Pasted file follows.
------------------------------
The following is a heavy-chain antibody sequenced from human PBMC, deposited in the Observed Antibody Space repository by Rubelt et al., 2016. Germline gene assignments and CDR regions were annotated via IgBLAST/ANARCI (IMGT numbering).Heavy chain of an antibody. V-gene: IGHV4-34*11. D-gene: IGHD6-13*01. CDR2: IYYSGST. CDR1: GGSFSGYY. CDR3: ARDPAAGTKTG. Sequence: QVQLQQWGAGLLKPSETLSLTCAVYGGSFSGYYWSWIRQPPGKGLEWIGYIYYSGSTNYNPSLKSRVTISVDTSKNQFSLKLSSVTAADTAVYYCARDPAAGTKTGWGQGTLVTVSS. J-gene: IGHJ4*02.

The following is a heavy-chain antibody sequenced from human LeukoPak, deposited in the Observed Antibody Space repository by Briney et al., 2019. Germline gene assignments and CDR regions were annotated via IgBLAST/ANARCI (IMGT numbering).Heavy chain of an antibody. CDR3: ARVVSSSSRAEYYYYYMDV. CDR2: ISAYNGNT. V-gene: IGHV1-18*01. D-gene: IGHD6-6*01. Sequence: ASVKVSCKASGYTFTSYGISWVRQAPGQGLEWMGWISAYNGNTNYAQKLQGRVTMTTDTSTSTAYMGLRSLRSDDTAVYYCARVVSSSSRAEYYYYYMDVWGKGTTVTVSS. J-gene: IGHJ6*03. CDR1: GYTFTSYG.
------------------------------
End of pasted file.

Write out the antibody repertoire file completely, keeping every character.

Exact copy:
The following is a heavy-chain antibody sequenced from human PBMC, deposited in the Observed Antibody Space repository by Rubelt et al., 2016. Germline gene assignments and CDR regions were annotated via IgBLAST/ANARCI (IMGT numbering).Heavy chain of an antibody. V-gene: IGHV4-34*11. D-gene: IGHD6-13*01. CDR2: IYYSGST. CDR1: GGSFSGYY. CDR3: ARDPAAGTKTG. Sequence: QVQLQQWGAGLLKPSETLSLTCAVYGGSFSGYYWSWIRQPPGKGLEWIGYIYYSGSTNYNPSLKSRVTISVDTSKNQFSLKLSSVTAADTAVYYCARDPAAGTKTGWGQGTLVTVSS. J-gene: IGHJ4*02.

The following is a heavy-chain antibody sequenced from human LeukoPak, deposited in the Observed Antibody Space repository by Briney et al., 2019. Germline gene assignments and CDR regions were annotated via IgBLAST/ANARCI (IMGT numbering).Heavy chain of an antibody. CDR3: ARVVSSSSRAEYYYYYMDV. CDR2: ISAYNGNT. V-gene: IGHV1-18*01. D-gene: IGHD6-6*01. Sequence: ASVKVSCKASGYTFTSYGISWVRQAPGQGLEWMGWISAYNGNTNYAQKLQGRVTMTTDTSTSTAYMGLRSLRSDDTAVYYCARVVSSSSRAEYYYYYMDVWGKGTTVTVSS. J-gene: IGHJ6*03. CDR1: GYTFTSYG.